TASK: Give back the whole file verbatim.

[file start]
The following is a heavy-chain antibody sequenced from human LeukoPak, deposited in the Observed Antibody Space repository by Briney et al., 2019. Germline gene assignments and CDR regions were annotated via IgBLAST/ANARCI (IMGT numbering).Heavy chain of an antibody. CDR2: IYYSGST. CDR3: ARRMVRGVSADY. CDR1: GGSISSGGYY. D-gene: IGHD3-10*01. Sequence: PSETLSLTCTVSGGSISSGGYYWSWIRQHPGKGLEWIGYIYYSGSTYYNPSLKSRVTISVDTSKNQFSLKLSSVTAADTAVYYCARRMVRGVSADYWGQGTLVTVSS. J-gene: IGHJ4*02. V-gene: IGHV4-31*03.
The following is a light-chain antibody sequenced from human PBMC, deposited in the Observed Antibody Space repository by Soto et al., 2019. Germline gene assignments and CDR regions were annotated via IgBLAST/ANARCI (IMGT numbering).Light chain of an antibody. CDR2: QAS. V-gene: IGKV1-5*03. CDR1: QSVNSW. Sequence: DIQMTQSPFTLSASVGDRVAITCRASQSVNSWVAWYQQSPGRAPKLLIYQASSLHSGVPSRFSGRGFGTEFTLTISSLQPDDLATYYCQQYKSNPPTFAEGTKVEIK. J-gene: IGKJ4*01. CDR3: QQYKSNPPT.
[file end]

The following is a heavy-chain antibody sequenced from human LeukoPak, deposited in the Observed Antibody Space repository by Briney et al., 2019. Germline gene assignments and CDR regions were annotated via IgBLAST/ANARCI (IMGT numbering).Heavy chain of an antibody. CDR2: IYYSGST. CDR3: ARRMVRGVSADY. CDR1: GGSISSGGYY. D-gene: IGHD3-10*01. Sequence: PSETLSLTCTVSGGSISSGGYYWSWIRQHPGKGLEWIGYIYYSGSTYYNPSLKSRVTISVDTSKNQFSLKLSSVTAADTAVYYCARRMVRGVSADYWGQGTLVTVSS. J-gene: IGHJ4*02. V-gene: IGHV4-31*03.
The following is a light-chain antibody sequenced from human PBMC, deposited in the Observed Antibody Space repository by Soto et al., 2019. Germline gene assignments and CDR regions were annotated via IgBLAST/ANARCI (IMGT numbering).Light chain of an antibody. CDR2: QAS. V-gene: IGKV1-5*03. CDR1: QSVNSW. Sequence: DIQMTQSPFTLSASVGDRVAITCRASQSVNSWVAWYQQSPGRAPKLLIYQASSLHSGVPSRFSGRGFGTEFTLTISSLQPDDLATYYCQQYKSNPPTFAEGTKVEIK. J-gene: IGKJ4*01. CDR3: QQYKSNPPT.